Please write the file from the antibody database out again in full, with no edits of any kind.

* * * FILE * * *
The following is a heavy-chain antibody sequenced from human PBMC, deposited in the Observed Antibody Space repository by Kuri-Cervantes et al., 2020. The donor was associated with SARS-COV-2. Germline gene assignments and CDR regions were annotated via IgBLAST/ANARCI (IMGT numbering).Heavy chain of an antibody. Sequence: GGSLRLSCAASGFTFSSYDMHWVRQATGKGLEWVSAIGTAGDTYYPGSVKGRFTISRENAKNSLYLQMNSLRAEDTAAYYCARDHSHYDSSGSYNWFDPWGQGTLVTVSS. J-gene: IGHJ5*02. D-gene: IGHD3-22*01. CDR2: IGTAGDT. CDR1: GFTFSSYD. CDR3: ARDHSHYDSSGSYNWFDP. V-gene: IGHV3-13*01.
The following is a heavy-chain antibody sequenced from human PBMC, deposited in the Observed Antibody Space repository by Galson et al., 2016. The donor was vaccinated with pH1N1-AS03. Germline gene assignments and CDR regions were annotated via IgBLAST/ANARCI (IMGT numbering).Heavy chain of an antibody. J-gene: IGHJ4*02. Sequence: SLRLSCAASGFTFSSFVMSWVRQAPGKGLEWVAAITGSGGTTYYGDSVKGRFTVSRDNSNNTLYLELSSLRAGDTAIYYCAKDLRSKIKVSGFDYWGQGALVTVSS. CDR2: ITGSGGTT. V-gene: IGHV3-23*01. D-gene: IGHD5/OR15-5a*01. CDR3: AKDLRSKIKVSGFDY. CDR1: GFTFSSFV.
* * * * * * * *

The following is a heavy-chain antibody sequenced from human PBMC, deposited in the Observed Antibody Space repository by Kuri-Cervantes et al., 2020. The donor was associated with SARS-COV-2. Germline gene assignments and CDR regions were annotated via IgBLAST/ANARCI (IMGT numbering).Heavy chain of an antibody. Sequence: GGSLRLSCAASGFTFSSYDMHWVRQATGKGLEWVSAIGTAGDTYYPGSVKGRFTISRENAKNSLYLQMNSLRAEDTAAYYCARDHSHYDSSGSYNWFDPWGQGTLVTVSS. J-gene: IGHJ5*02. D-gene: IGHD3-22*01. CDR2: IGTAGDT. CDR1: GFTFSSYD. CDR3: ARDHSHYDSSGSYNWFDP. V-gene: IGHV3-13*01.
The following is a heavy-chain antibody sequenced from human PBMC, deposited in the Observed Antibody Space repository by Galson et al., 2016. The donor was vaccinated with pH1N1-AS03. Germline gene assignments and CDR regions were annotated via IgBLAST/ANARCI (IMGT numbering).Heavy chain of an antibody. J-gene: IGHJ4*02. Sequence: SLRLSCAASGFTFSSFVMSWVRQAPGKGLEWVAAITGSGGTTYYGDSVKGRFTVSRDNSNNTLYLELSSLRAGDTAIYYCAKDLRSKIKVSGFDYWGQGALVTVSS. CDR2: ITGSGGTT. V-gene: IGHV3-23*01. D-gene: IGHD5/OR15-5a*01. CDR3: AKDLRSKIKVSGFDY. CDR1: GFTFSSFV.